Gaza dispute will linger

You can see why Hamas doesn’t want a ceasefire in Gaza yet. It is continuing the fight in the hope that international outrage at the huge loss of people being killed by Israel’s massive firepower will somehow, eventually, force Israel to give it what it wants.

You can see why Hamas doesn’t want a ceasefire in Gaza yet. It is continuing the fight in the hope that international outrage at the huge loss of people being killed by Israel’s massive firepower will somehow, eventually, force Israel to give it what it wants.

Hamas would be quite willing to give up firing its pathetic rockets — which have so far killed a grand total of three civilians in Israel — if Israel ends its seven-year blockade of the Gaza Strip.

Dream on.

Israeli Prime Minister Binyamin Netanyahu’s goal is harder to define. Domestic political pressure to “do something” about those pesky rockets pushed him into this war, but now he must produce some kind of success in order to justify all those deaths: around 1,150 Palestinians and more than 50 Israelis already.

But what kind of success could it be?

He cannot destroy all the rockets — Hamas shows no sign of running out of them — and even if he could, Hamas would just manufacture more of them later unless he physically re-occupied the whole Gaza Strip.

In recent days, therefore, Netanyahu has redefined the objective as destroying all the “terror tunnels” that Hamas has dug to infiltrate its fighters into nearby areas of Israel.

This makes no sense at all. In order to protect the lives of a few hypothetical Israeli soldiers who might be killed in the future by Hamas fighters using the tunnels, over 40 real Israeli soldiers have already died. Besides, Israel can’t stop Hamas from digging more tunnels after the shooting stops unless it can find a way to ban picks and shovels in the Gaza Strip.

Netanyahu needs a victory of some sort before he accepts a ceasefire, but he cannot even define what it would be. So, as he said this week, “We should prepare ourselves for an extended campaign.”

Meanwhile, the slaughter of Palestinians continues and sympathy for Israel shrivels, even in the United States.

It’s not that the Israeli army particularly wants to kill civilians (although it is sometimes very sloppy), but it does prefer to fight a stand-off war with artillery and missiles in order to spare the lives of its own soldiers. In the crowded Gaza Strip, that inevitably means killing lots of civilians.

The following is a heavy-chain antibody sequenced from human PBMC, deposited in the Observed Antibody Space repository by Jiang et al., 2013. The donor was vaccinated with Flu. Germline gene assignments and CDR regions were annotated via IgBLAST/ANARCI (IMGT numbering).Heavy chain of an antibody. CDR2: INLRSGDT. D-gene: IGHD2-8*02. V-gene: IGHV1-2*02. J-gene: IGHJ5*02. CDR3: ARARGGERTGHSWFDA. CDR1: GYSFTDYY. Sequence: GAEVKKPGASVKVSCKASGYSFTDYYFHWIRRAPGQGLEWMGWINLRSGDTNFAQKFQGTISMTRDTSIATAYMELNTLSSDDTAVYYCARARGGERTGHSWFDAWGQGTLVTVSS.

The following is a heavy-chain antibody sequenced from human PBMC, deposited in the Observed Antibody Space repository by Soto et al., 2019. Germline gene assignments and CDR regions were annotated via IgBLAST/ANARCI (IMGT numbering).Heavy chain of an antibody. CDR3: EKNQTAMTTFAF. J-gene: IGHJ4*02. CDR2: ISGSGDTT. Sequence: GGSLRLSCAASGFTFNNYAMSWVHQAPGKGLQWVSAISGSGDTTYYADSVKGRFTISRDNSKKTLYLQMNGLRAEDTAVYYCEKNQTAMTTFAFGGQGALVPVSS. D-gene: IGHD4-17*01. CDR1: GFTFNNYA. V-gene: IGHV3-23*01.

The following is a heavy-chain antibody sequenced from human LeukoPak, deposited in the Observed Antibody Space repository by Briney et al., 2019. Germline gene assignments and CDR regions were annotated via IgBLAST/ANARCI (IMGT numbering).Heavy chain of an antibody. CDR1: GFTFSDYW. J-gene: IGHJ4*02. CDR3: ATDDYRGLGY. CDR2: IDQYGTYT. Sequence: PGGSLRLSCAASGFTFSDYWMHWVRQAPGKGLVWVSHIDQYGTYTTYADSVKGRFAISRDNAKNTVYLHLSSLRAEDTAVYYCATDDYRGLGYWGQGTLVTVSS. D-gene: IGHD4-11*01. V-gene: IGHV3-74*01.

The 1.8 million Palestinians in the Gaza Strip are living at the same population density as the residents of London or Tokyo: around 5,000 people per square kilometre.

You cannot use high explosives in this environment without killing a great many innocent civilians, and Netanyahu knew that from the start, because this is Israel’s third war in Gaza in six years.

So the Israelis are being brutal and stupid, and the Hamas leaders are being brutal and cynical. (Hamas doesn’t really use civilians as “human shields,” as Israeli claims, but its leaders know that Palestinian civilians killed by Israeli fire provide them with a kind of political capital.)

But this is not to say that the two sides are equally to blame for the killing. There is a broader context.

Before 1948, only about 60,000 people lived on the land now known as the Gaza Strip. The vast majority of those who live there now are Arab refugees, or the children, grand-children and great-grandchildren of Arab refugees, who fled or were driven out of what is now Israel during the 1948 war. They are not there by choice.

Israel has traditionally insisted that the refugees freely chose to flee, although revisionist Israeli historians have debunked that story pretty thoroughly. But which story you believe doesn’t really matter. Fleeing your home in time of war does not deprive you of the right to go home when the fighting ends. Yet the Palestinians have not been allowed to go home, and Israel is adamant that they never will be.

The argument of 1948 still applies: for Israel to remain a state with a large Jewish majority, the Palestinian refugees and their descendants must remain outside it. So most of them are jammed into this narrow strip of territory on the Mediterranean coast — and latterly they have even grown poorer (unemployment is now 40 per cent) because they now live under a permanent Israeli blockade.

Israel imposed the blockade after they voted for Hamas, a radical Islamist party that refuses to recognise the legitimacy of Israel, in the 2006 election. Yes, they are more radical than the Palestinians of the West Bank, most of whom are not refugees. But there is no going back, and even in the Gaza Strip most Palestinians know it.

The ancestral lands of the Palestinians in what is now Israel are lost as permanently as those of the American native peoples. The “peace” everybody talks about is really just about giving them security of tenure and real self-government in the one-fifth of former Palestine that they still occupy. Unfortunately, that is not even visible on the horizon.

When Netanyahu is addressing American audiences, he gives lip-service to a “two-state solution” that includes an independent, demilitarized Palestinian mini-state, but everybody in Israel knows that he is really determined to avoid it.

Israel is therefore effectively committed to penning in and controlling the Palestinians forever.

When their objections to this situation get too violent, they have to be disciplined. That is what is happening now. Just like 2009 and 2012.

Gwynne Dyer is an independent journalist whose articles are published in 45 countries.

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